"The sentencing of the captain and mate, whom have taken responsibility for the disaster, would seem to be a way of mitigating our anger and rage by directing it at them.

"However, as tangata whenua realise that they were only a cog in the machine that caused this disaster, we would rather direct our anger and rage at the system that allowed this to happen.

"The two men made a mistake that was generated by a need to save time. The root cause must be fixed as the potential will still be there after these two are sentenced. We won't be satisfied until this is remedied.

"Through restorative justice, Tangata whenua have forgiven the defendants, who were able to apologise to the community. That apology has been accepted. We do not however forgive the system that may allow this to happen."


An interim report from the Transport Accident Investigation Commission (TAIC) released in March said the Rena was travelling at 17 knots (31.5kph) when it hit the reef.

The ship had left Napier on the morning of October 4. About 15 minutes after midnight on October 5 Tauranga Harbour Control told the ship it had to be at the pilot station off Tauranga by 3am to make the time window for pilotage.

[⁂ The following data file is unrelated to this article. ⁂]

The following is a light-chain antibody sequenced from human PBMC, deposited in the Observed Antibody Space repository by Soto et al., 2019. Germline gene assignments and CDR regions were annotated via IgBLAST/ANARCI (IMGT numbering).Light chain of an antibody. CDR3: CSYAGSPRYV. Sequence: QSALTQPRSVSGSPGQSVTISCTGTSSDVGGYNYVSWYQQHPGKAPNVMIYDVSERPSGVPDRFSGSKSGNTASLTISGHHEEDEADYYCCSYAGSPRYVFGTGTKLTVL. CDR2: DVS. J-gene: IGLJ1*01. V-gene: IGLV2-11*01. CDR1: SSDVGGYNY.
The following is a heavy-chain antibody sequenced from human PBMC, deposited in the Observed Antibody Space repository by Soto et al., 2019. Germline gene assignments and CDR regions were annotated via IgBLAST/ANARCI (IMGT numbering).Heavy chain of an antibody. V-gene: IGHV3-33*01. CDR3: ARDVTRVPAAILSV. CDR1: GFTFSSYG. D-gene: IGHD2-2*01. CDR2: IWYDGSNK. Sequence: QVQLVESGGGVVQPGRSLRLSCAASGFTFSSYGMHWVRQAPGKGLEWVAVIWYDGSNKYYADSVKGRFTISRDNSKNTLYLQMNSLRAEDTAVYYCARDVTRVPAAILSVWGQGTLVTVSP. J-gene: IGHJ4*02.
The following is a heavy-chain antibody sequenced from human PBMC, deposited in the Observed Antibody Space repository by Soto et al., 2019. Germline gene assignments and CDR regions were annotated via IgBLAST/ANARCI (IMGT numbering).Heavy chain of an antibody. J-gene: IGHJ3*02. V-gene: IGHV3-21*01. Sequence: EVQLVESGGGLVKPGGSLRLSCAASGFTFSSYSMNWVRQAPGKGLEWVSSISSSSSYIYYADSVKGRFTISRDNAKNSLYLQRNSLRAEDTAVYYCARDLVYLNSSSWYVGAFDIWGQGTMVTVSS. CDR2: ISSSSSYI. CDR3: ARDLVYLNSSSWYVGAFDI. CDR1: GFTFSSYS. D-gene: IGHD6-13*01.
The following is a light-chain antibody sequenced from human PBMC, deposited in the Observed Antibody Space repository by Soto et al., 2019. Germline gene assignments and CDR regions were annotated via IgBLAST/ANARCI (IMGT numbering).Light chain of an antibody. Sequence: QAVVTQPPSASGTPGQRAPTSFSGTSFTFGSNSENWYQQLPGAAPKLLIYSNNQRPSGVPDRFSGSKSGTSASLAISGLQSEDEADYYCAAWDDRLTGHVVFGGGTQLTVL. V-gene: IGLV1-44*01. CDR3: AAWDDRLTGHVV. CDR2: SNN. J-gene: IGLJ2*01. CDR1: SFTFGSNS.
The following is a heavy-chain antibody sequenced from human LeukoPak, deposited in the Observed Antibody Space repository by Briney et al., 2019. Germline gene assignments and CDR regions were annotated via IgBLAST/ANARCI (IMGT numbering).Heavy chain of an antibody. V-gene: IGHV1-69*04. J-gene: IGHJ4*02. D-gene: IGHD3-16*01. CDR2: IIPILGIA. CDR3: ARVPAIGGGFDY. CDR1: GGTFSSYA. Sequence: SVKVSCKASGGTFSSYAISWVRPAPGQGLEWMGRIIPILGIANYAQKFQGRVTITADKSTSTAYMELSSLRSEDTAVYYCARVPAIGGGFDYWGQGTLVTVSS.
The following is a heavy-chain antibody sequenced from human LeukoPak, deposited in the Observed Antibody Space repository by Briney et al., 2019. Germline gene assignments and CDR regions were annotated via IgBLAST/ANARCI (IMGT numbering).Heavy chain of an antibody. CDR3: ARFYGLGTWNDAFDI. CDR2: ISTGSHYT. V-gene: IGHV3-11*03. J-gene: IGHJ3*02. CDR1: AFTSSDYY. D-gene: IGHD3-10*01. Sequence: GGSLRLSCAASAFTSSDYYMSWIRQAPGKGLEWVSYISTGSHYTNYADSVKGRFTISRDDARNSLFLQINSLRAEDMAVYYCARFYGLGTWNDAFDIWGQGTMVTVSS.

Until about 1.30am, the Rena's ground track had been approximately parallel to, and about a quarter of a nautical mile to the south of, the planned passage, the TAIC report said.

At 1.35am the captain and navigation officer had a telephone conversation in which the captain agreed to alter course to shorten the distance to the pilot station. The navigation officer had already started to progressively make that alteration, with his plan being to navigate closer to Astrolabe Reef.

At 1.42am, when the Rena's position was taken from the GPS, the difference between the ship's gyro heading - the direction of the vessel as read on a compass - and its ground track - its track in relation to the seabed - was two degrees southward towards Astrolabe Reef.

By 1.50am the Rena's ground track had shifted about 11 degrees from its heading at 1.20am.

"At this point the Rena was making directly for the reef," the TAIC report said.

The interim report did not explain why the ship veered off course, with that analysis being left for TAIC's final report.

About 815 containers of the 1368 on board have so far been taken ashore, while 1041 tonnes of waste were collected in beach clean-ups, and 2410 dead birds were collected of which 1448 were oiled.

In February then-Environment Minister Nick Smith said a "crude estimate" of $130 million had been made for the cost of cleaning up after the disaster.